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Blake Pontchartrain: The Mother of Orphans

A statue at Camp and Calliope honors Margaret Gaffney Haughery

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Hey Blake,

Can you tell us about the statue of a woman and child that just says "Margaret" on it and is located at the triangle at Camp and Calliope streets?


Dear Janees,

  That statue of a woman, wearing a shawl and seated next to a child, bears just one name because the person it honors was so well known during her lifetime. Her full name was Margaret Gaffney Haughery, an Irish immigrant who became known as the "Mother of Orphans."

  Orphaned herself at age 9, she came to New Orleans from Baltimore with her husband in 1835. She gave birth to a daughter, but both her child and husband died within a year. According to a profile by Tulane scholar Laura Kelley, Haughery took a job as a laundress in the St. Charles Hotel and became involved in an orphan asylum run by the Sisters of Charity. She collected donations for the orphans and purchased two dairy cows to supply milk for the them. That soon led to a small business for Haughery, who ultimately purchased 40 cows and a cart to peddle her product. She raised money to establish three orphan asylums. In 1859, Haughery acquired the D'Aquin bakery, renamed it Margaret Haughery & Co. — though it was known simply as "Margaret's" — and sold her products worldwide. She also provided bread to the local orphanages she had long supported.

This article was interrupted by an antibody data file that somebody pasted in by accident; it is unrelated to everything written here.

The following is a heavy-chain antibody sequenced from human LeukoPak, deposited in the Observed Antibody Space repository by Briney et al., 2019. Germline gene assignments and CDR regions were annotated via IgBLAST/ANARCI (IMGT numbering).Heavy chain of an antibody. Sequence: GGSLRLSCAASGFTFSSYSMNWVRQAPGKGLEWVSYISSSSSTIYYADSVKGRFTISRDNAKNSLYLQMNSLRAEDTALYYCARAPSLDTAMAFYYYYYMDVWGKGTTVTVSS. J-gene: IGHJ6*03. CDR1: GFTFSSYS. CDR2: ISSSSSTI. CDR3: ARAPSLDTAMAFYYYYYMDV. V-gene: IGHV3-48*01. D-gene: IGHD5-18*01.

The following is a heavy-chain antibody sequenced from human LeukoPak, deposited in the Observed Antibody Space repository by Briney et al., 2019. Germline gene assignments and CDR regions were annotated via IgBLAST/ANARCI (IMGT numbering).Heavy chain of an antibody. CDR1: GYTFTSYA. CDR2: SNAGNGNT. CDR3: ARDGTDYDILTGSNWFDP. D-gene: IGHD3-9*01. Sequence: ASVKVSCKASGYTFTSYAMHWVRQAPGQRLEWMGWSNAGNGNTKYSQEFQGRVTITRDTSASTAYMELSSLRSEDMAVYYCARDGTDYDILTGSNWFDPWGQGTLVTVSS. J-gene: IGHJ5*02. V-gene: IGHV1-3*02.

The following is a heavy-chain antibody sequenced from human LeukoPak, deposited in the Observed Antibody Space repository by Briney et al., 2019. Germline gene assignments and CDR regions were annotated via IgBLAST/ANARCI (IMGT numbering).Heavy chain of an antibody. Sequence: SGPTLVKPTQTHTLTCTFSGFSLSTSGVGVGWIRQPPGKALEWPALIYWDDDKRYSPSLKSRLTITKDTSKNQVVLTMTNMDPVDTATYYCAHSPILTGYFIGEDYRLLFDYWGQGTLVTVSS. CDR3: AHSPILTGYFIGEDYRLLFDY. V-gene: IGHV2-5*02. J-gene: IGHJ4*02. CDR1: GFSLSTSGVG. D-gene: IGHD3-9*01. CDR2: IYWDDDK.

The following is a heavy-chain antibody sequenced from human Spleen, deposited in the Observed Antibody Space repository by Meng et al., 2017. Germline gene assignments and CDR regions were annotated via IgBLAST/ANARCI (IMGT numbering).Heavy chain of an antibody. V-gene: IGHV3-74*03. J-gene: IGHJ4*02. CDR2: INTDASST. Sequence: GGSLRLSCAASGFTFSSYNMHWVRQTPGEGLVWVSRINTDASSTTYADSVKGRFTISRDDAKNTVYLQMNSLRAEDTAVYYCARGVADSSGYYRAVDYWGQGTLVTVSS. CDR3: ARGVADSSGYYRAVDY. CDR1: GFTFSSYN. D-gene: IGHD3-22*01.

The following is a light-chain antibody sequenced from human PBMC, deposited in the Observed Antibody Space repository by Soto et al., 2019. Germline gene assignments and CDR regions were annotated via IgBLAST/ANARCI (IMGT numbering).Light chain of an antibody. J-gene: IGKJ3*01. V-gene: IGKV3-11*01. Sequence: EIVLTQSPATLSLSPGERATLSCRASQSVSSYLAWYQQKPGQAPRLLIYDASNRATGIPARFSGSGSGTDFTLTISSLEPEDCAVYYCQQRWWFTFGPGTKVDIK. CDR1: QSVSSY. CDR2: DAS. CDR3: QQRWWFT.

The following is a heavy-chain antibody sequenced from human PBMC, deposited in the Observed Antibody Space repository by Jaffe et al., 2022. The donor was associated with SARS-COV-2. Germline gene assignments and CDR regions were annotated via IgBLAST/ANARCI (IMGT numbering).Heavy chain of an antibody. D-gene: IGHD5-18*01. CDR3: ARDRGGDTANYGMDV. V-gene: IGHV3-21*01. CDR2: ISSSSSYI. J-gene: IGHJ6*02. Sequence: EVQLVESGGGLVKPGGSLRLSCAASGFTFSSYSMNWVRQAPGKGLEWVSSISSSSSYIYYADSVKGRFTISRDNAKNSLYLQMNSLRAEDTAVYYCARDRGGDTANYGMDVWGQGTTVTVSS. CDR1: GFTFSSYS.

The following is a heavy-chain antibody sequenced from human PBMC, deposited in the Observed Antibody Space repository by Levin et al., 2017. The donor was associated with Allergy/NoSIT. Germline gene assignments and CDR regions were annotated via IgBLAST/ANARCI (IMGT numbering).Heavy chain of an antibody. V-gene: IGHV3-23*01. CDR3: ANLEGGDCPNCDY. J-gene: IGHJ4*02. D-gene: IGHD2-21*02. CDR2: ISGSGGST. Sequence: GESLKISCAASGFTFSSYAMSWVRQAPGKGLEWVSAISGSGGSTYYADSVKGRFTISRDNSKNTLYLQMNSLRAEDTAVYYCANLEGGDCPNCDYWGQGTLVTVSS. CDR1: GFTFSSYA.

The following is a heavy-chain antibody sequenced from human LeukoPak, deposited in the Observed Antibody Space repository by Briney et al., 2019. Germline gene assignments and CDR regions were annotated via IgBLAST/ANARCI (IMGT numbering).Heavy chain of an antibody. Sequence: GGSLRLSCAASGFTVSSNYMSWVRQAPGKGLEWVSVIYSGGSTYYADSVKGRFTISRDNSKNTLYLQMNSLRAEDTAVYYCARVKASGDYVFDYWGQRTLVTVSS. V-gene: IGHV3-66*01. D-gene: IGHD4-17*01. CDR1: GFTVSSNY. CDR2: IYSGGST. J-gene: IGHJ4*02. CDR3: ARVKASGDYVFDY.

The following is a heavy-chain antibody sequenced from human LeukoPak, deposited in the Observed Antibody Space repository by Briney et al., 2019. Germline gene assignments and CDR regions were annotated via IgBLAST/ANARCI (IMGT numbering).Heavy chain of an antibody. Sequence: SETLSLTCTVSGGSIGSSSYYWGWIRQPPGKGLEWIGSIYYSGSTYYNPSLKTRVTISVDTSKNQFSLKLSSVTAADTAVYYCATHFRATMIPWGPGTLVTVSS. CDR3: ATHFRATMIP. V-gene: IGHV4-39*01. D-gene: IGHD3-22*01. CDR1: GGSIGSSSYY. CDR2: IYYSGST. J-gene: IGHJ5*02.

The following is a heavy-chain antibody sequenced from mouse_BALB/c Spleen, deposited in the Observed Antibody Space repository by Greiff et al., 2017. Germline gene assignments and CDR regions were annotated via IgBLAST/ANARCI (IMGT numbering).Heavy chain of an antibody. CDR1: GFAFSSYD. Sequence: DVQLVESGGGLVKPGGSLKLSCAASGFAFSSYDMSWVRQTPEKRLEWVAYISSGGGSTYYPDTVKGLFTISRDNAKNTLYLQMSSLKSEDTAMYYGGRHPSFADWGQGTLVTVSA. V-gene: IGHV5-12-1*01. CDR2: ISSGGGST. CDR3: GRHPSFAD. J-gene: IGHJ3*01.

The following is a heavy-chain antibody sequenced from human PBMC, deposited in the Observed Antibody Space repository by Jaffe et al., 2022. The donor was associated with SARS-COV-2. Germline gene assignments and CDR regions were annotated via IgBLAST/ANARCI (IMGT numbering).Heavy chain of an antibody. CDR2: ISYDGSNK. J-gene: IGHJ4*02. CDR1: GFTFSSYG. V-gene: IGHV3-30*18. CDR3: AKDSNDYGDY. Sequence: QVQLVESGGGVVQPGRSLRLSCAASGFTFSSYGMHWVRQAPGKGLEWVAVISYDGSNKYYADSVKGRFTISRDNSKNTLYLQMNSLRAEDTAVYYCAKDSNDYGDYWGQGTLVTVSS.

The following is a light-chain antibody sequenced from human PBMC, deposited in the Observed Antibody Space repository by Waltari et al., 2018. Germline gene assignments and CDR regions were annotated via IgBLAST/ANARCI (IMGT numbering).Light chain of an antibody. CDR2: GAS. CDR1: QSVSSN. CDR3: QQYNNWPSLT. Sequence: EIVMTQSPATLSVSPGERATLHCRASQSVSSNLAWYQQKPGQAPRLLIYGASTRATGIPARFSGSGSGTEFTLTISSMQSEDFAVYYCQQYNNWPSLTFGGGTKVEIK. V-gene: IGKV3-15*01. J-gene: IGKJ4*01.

As a testament to the respect she commanded, when Haughery died in February 1882, her funeral procession included the current and previous governors of Louisiana, the mayor and archbishop of New Orleans and thousands of the city's orphans.

  The statue of her was dedicated in 1884. It was the work of sculptor Alexander Doyle, who also created the statues of Robert E. Lee and P.G.T. Beauregard. The Margaret monument was reported to have been the first statue in the country erected in honor of a woman.


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